Amid mounting criticism of Secretary of State John Kerry and CIA Director John Brennan, President Barack Obama used an impromptu session with reporters on Friday to make it clear both were staying where they are.
"Let me take this opportunity, by the way, to give Secretary John Kerry credit," Obama told reporters at the White House after making a statement criticizing House Republicans for not acting on immigration measures.
"He has been persistent. He has worked very hard. He has endured on many occasions really unfair criticism simply to try to get to the point where the killing stops and the underlying issues about Israel's security, but also the concerns of Palestinians in Gaza, can be addressed."
The president's spirited defense of his secretary of state came after the collapse of the cease-fire between Israel and Hamas prompted harsh criticism of Kerry and even calls for his resignation.
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on Wednesday, House Veterans Affairs Committee Chairman Jeff Miller, R-Fla., said he thought Kerry should resign. Texas Republican Sen. Ted Cruz has also joined the "Kerry Must Go" chorus, and the secretary of state has been in for strong language from the Israeli press.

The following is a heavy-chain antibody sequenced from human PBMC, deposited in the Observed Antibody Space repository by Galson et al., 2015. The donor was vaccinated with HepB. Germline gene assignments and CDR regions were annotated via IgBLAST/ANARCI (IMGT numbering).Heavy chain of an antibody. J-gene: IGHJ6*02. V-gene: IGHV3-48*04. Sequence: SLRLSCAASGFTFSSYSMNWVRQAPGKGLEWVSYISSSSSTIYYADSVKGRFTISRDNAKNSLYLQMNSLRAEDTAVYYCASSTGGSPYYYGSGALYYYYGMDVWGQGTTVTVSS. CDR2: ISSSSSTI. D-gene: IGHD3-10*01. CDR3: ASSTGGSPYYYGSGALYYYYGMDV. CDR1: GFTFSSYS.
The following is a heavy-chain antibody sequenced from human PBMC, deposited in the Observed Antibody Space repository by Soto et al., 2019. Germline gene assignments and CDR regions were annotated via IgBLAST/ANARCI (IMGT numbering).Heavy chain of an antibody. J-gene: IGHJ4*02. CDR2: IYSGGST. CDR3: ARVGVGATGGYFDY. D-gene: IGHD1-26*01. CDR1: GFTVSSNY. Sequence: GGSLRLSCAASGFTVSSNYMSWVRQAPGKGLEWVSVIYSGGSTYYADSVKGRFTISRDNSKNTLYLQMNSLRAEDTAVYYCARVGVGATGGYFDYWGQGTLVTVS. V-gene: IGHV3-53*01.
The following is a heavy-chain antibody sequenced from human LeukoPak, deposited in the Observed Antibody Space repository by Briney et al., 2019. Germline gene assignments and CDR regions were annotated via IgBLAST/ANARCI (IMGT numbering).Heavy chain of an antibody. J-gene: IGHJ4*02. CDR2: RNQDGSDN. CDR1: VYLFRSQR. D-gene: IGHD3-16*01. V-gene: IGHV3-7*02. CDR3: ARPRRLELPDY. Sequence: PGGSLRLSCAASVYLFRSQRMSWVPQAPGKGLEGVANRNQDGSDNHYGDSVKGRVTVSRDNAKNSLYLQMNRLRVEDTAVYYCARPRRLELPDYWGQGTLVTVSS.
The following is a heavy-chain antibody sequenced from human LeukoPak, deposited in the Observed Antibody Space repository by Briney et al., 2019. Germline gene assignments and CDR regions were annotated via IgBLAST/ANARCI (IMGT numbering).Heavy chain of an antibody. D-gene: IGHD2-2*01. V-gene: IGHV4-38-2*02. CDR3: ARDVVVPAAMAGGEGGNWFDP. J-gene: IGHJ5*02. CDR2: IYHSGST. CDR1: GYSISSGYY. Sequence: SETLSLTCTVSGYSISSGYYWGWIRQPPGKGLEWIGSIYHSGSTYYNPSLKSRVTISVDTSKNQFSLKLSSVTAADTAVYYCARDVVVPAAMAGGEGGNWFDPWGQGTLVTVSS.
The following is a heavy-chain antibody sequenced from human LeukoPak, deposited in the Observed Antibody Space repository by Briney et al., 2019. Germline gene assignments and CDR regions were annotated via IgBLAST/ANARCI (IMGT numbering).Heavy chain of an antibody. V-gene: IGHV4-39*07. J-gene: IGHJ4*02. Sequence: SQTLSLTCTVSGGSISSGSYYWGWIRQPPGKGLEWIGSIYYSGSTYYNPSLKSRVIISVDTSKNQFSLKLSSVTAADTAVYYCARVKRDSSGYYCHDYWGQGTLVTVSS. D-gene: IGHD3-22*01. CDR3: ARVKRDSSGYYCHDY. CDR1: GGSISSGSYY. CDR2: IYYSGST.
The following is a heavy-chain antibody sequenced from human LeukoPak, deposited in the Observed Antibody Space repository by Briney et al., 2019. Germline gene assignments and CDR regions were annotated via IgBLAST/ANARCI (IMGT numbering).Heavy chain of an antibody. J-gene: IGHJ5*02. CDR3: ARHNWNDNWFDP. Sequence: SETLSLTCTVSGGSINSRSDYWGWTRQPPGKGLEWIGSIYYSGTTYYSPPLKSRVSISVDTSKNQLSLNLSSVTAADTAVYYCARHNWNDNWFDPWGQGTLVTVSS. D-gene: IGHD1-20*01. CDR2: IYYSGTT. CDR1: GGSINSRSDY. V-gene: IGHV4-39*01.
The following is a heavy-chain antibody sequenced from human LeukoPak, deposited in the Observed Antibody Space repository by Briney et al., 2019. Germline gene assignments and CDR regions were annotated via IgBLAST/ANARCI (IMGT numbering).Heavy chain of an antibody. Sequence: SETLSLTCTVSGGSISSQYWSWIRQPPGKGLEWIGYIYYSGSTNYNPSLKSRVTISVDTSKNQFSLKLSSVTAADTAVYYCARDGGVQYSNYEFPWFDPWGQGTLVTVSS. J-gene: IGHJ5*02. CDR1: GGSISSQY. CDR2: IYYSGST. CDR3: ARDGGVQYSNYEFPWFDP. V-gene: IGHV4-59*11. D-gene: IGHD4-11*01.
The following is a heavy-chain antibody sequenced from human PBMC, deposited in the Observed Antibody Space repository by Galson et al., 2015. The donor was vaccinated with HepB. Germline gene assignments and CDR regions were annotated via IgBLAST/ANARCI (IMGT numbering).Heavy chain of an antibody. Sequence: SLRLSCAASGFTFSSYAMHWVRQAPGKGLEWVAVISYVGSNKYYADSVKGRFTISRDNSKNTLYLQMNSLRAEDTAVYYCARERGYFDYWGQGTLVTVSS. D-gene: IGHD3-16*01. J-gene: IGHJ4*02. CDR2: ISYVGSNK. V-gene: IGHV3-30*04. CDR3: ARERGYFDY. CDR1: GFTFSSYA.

Obama seemed aware of this criticism and sent a strong signal that the 2004 Democratic presidential nominee, who backed him at a critical point in his own race for the nomination against Hillary Clinton in 2008, wasn't going anywhere.
Later in the news session, Obama told reporters: "When I see John Kerry out there trying to do something, I think we should be helping him."
For nearly two days, Brennan has also been under fire amid revelations that the CIA improperly searched computers of U.S. senators who were involved in a probe of the agency's "enhanced interrogation techniques" of alleged terrorists. Brennan promptly apologized as calls for him to resign were heard on Capitol Hill on Thursday.
Sen. Kelly Ayotte, a New Hampshire Republican who sits on the Senate Armed Services Committee, told Bloomberg, "It could be an issue of constitutional proportions."
Sen. Mark Udall, a Colorado Democrat on the Senate Intelligence Committee, said in a statement that Brennan has failed to deliver on promises to change the CIA’s culture and respect "vigorous and independent congressional oversight," Bloomberg reported.
"From the unprecedented hacking of congressional staff computers and continued leaks undermining the Senate Intelligence Committee’s investigation of the CIA’s detention and interrogation program to his abject failure to acknowledge any wrongdoing by the agency, I have lost confidence in John Brennan," Udall said.
But the president would have none of it.
"I have full confidence in John Brennan," he told reporters, adding that the intelligence chief apologized to Sen. Dianne Feinstein, chairwoman of the intelligence committee, and was the first to call for the Inspector General's report that revealed the search of Senate computers.
John Gizzi is chief political columnist and White House correspondent for Newsmax.
Bloomberg contributed to this report.
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